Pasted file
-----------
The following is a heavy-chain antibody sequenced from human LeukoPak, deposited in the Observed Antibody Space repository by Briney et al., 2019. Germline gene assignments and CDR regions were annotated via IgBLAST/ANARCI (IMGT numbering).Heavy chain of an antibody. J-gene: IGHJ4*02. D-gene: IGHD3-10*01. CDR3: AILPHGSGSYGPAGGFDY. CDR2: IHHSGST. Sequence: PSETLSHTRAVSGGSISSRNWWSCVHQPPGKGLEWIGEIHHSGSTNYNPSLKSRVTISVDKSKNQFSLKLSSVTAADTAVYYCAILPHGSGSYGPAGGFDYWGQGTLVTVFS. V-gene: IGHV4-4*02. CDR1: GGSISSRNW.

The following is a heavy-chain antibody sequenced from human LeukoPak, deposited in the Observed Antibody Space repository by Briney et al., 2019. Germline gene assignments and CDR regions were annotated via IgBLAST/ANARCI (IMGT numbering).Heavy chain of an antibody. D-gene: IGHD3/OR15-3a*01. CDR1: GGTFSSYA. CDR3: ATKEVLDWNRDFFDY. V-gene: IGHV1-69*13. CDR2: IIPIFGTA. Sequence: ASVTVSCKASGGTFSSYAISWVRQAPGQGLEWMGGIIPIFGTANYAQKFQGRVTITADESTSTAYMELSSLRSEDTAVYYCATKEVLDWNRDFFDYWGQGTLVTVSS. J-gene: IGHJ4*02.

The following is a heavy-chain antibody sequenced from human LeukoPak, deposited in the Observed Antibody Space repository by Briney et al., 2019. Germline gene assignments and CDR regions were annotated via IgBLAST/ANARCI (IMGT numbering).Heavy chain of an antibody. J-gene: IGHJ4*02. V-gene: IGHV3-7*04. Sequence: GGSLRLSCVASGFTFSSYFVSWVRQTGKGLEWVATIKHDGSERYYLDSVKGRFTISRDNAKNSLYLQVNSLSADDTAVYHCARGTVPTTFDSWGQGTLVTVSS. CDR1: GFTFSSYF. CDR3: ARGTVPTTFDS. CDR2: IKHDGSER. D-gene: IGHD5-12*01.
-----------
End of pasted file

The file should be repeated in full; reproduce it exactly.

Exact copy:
The following is a heavy-chain antibody sequenced from human LeukoPak, deposited in the Observed Antibody Space repository by Briney et al., 2019. Germline gene assignments and CDR regions were annotated via IgBLAST/ANARCI (IMGT numbering).Heavy chain of an antibody. J-gene: IGHJ4*02. D-gene: IGHD3-10*01. CDR3: AILPHGSGSYGPAGGFDY. CDR2: IHHSGST. Sequence: PSETLSHTRAVSGGSISSRNWWSCVHQPPGKGLEWIGEIHHSGSTNYNPSLKSRVTISVDKSKNQFSLKLSSVTAADTAVYYCAILPHGSGSYGPAGGFDYWGQGTLVTVFS. V-gene: IGHV4-4*02. CDR1: GGSISSRNW.

The following is a heavy-chain antibody sequenced from human LeukoPak, deposited in the Observed Antibody Space repository by Briney et al., 2019. Germline gene assignments and CDR regions were annotated via IgBLAST/ANARCI (IMGT numbering).Heavy chain of an antibody. D-gene: IGHD3/OR15-3a*01. CDR1: GGTFSSYA. CDR3: ATKEVLDWNRDFFDY. V-gene: IGHV1-69*13. CDR2: IIPIFGTA. Sequence: ASVTVSCKASGGTFSSYAISWVRQAPGQGLEWMGGIIPIFGTANYAQKFQGRVTITADESTSTAYMELSSLRSEDTAVYYCATKEVLDWNRDFFDYWGQGTLVTVSS. J-gene: IGHJ4*02.

The following is a heavy-chain antibody sequenced from human LeukoPak, deposited in the Observed Antibody Space repository by Briney et al., 2019. Germline gene assignments and CDR regions were annotated via IgBLAST/ANARCI (IMGT numbering).Heavy chain of an antibody. J-gene: IGHJ4*02. V-gene: IGHV3-7*04. Sequence: GGSLRLSCVASGFTFSSYFVSWVRQTGKGLEWVATIKHDGSERYYLDSVKGRFTISRDNAKNSLYLQVNSLSADDTAVYHCARGTVPTTFDSWGQGTLVTVSS. CDR1: GFTFSSYF. CDR3: ARGTVPTTFDS. CDR2: IKHDGSER. D-gene: IGHD5-12*01.